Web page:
GFP and Family: Illuminating High Throughput Drug Screening

Published: 13 Feb 2006

By Marena Subitra Rajeevan, Research Analyst, Healthcare Division
marena.subitra@frost.com

Green fluorescent protein (GFP) was first isolated from the near colorless Pacific jellyfish, Aequorea victoria nearly three decades ago. The molecular cloning of GFP cDNA and its subsequent expression as a fully functional protein provided molecular and cellular biologist with an interesting and invaluable tool to study cellular processes. The uniqueness of GFP lies in its ability to auto-fluoresce upon expression with a suitable promoter. Unlike more conventional chemiluminescent, bioluminescent and fluorescent systems, GFP fluorescence does not require any external substrates or co-factors with the exception of molecular options. Additionally, GFP has been engineered to suit a variety of different applications and produce different colors such as yellow, blue and red.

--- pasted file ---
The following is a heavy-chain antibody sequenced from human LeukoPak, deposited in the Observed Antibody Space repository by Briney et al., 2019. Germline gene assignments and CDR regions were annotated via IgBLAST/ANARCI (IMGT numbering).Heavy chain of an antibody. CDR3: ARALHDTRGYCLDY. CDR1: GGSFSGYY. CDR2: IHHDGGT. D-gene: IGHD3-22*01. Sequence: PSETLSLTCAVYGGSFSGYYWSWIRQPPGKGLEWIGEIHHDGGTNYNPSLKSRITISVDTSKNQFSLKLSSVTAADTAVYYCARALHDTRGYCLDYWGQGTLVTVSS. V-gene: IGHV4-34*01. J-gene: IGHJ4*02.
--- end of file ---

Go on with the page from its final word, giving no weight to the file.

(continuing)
The GFP Family and One-step Fluorescence

The green glow of GFP has enlightened scientists on protein localization, expression levels and protein-protein interactions in many complex cellular processes such as embryonic development. Something often difficult to achieve with more cytotoxic chemical reporters assays. Additionally, it has also had what can only be described as ‘fun’ applications, as scientists fascinated the public, with fluorescent glowing mice, plants, bunnies and most recently commercially available ‘glow-fish’.

Illuminating Technologies

GFP was initially utilized as a simple reporter gene. It excelled at this function due to its inherent ability to produce fluorescence when expressed with a suitable promoter in almost any cellular system. The key property of GFP that allowed it to advance past just qualitative applications was the quantitative nature of its expression. One unit of GFP fluorescence is equivalent to a single gene being expressed. Therefore any measurement of fluorescence levels indicate not only where and when the gene is expressed / functioning but also gives an indication of expression levels. The low cytotoxicity of GFP also lends it to be applied in live cell microscopy and to the monitoring of growth cultures in the fermentation industry.

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